Briefings TJM Submission to Parliamentary Inquiry on Human Rights and International Treaties

READING TIME 30 minutes mins

TJM Submission to Parliamentary Inquiry on Human Rights and International Treaties

This document sets out TJM’s written evidence to the Joint Committee on Human Rights' Inquiry on Human Rights in International Agreements. The evidence focuses on how trade deals affect human rights and how human rights treaties are undermined by trade treaties.

Our response looks at three main ways in which trade and human rights interact: transparency and democratic rights; Investor-State Dispute Settlement (ISDS) and the primacy of trade agreements over human rights agreements.

The process of negotiating and agreeing trade deals, as well as the content of trade agreements themselves, often limit the right of states to regulate in the public interest. This in turn affects the democratic right of citizens to self-determination, a concept which is increasingly recognised as a key human right. This affects human rights directly, insofar as citizens have normative rights to influence domestic policy through democratic processes. Commitments in trade agreements also indirectly affect first and sec­­ond generation human rights, as they may restrict the state’s policy space and hinder progression on human rights.

Modern trade agreements often include Investor-State Dispute Settlement (ISDS) mechanisms, which allow investors to sue host states for any actions which harm their profits. This system has been heavily criticised on multiple fronts and has implications for human rights provision.

ISDS uses a ‘parallel’ legal system of private arbitration courts, which unlike domestic courts, are not bound to recognise or take account of states’ obligations on human rights. As the UN’s Independent Expert concluded, ISDS does “not oblige the arbitrators to give priority to human rights treaty norms.” This means that a state could be successfully sued for enacting legislation to protect human rights. For example a challenge was brought by US oil company Burlington against Ecuador for failing to protect the company’s interests against violent attack from the indigenous community. The arbitration court did not take into account the fact that the Inter-American Court of Human Rights had already ruled that allowing oil extraction in that area violated the human rights of indigenous communities. The court was not bound to take into account these human rights concerns. Despite the narrow range of factors which taken into account in private arbitration, investors can sue for a very broad range of state action - even when actions contradict the public interest.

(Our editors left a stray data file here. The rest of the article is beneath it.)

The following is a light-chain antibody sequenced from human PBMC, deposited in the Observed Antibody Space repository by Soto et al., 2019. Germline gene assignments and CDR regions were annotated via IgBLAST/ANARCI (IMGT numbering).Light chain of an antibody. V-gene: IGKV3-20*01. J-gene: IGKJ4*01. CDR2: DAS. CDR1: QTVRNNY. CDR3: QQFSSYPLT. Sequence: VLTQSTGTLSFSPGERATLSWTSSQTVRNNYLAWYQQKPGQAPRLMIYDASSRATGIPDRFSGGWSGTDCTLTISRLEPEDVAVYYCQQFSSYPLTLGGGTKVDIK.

Free Trade Agreements (FTAs) and human rights treaties are both subject to the Vienna Convention on the Law of Treaties. However, the tendency is for FTAs to have far higher levels of bindingness contained within the treaty, whereas human rights agreements often contain vaguer commitments with low levels of enforceability. Where there is conflict between international human rights conventions and human rights agreements, there is no guarantee that human rights will have primacy.


Human rights commitments ISDS Regulatory Cooperation